What I Have Learned In 10 Years Of Helping People Get Organized
Matt Baier Organizing was launched on September 1, 2004. In the ten years since, I have learned much about the business of organizing and how best to serve others. Here are some examples.
1. Action through subtraction
We bring the best results when our process is subtractive. The best way to summarize it, is like this. We take the less important stuff out of the way, so that the client can get to the most important stuff. We don’t start by building systems. We start by removing barriers.
2. The first barrier is trust
None of our amazing methods to help folks get organized and stay organized, can happen, if we do not first establish trust. People who let me into their homes will often say, “Is this the worst you’ve ever seen?” or “I’m so embarrassed to be showing you this.” To which, I always say “It’s our job to make space, not judgments.” We can’t help unless I earn trust at every stage: in the initial phone call, during the consult, in emails, and through my team on the job. It is worth the expense to have all my employees insured and bonded. I am always happy to provide references, to build trust. If, despite our best efforts, we do not establish trust, then I would walk away from an otherwise promising job. It has happened. I know it cannot work without trust.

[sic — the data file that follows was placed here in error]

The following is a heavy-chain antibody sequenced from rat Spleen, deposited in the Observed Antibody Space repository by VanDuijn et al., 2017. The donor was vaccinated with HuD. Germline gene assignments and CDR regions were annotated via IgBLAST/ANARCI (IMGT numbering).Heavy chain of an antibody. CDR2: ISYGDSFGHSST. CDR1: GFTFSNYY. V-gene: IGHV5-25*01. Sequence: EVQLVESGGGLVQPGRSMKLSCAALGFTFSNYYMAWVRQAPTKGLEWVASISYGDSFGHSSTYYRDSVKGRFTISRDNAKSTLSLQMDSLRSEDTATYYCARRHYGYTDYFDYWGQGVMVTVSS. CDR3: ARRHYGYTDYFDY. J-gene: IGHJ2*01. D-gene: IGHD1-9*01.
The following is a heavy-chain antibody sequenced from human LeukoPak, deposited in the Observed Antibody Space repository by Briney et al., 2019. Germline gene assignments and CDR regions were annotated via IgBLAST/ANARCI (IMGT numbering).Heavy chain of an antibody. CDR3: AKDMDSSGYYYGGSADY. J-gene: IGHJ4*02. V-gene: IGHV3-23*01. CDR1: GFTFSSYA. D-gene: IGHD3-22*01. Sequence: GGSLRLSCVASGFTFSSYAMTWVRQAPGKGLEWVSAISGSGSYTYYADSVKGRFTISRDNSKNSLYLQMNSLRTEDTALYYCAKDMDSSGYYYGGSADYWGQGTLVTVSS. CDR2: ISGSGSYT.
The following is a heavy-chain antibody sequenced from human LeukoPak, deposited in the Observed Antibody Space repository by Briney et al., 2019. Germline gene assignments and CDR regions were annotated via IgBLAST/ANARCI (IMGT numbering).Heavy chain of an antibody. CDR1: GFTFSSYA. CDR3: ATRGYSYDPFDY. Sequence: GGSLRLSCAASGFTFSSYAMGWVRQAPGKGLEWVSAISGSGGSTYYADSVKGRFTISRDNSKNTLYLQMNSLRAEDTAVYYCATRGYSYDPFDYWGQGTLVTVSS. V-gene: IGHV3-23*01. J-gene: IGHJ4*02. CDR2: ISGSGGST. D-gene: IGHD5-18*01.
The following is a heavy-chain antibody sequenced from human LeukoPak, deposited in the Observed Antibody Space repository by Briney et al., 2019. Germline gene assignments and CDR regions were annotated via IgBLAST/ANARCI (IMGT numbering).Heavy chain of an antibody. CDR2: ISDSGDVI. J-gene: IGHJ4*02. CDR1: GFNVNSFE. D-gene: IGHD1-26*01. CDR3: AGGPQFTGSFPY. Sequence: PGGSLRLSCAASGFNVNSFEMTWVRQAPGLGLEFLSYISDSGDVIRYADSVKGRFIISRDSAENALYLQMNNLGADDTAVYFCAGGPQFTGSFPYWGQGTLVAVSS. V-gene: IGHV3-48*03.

3.Momentum makes magic
I like the speed that comes from working with a team and my clients like it too. They tell me it is contagious. Working with an experienced well-trained team also ensures safety. When I worked solo with a client, I found my focus was split between doing the physical work and answering the client. With a team approach, we are able to focus on our separate roles. We find getting the bigger faster results more satisfying and so do our clients.
4. Priorities dictate approach
We never forget that the first member of the team is the client, as decision-maker. It’s our job to make those decisions easier. We do not begin an organizing session with an arbitrary notion of what organizing should be. Instead, we always want to get clear on the client’s top priorities. Once we are clear on the destination, we can provide the roadmap and the vehicle.
5. Nothing slows the process down faster than regrets
When a client finds herself saying “I know I should probably get rid of this, but I just don’t know if I’m ready,” we say, “keep it. Simply identify why you are keeping it and keep moving.” There is usually a lot of easier decisions to go through and we don’t want to lose the momentum. Most importantly, if the client starts to have regrets about items she has tossed, that will invariably lead to a questioning of the entire process. Then progress grinds to a halt. We can’t have that.
6. Focus on keeping, not tossing
Our focus is not on tossing, but on keeping and what you are keeping, and why, and where it is all going to go. This turn of phrase opens up doors, to clients, who may have feared that our whole purpose is to throw as much of their stuff out as possible. When the client sees that she is in control, then she becomes more responsible for what she is keeping. She then, becomes the one who is more eager to let go. Order lasts longer that way.
The more effectively my team and I can serve our clients, the more good we feel we are doing. If it was just about getting things into pretty little baskets, then organizing would feel pretty pointless. By building trust and working with a purpose, we are able to reliably deliver the goals that are most important to our clients. Empowering our clients, gives us an important purpose, which I look forward to continuing for another ten years.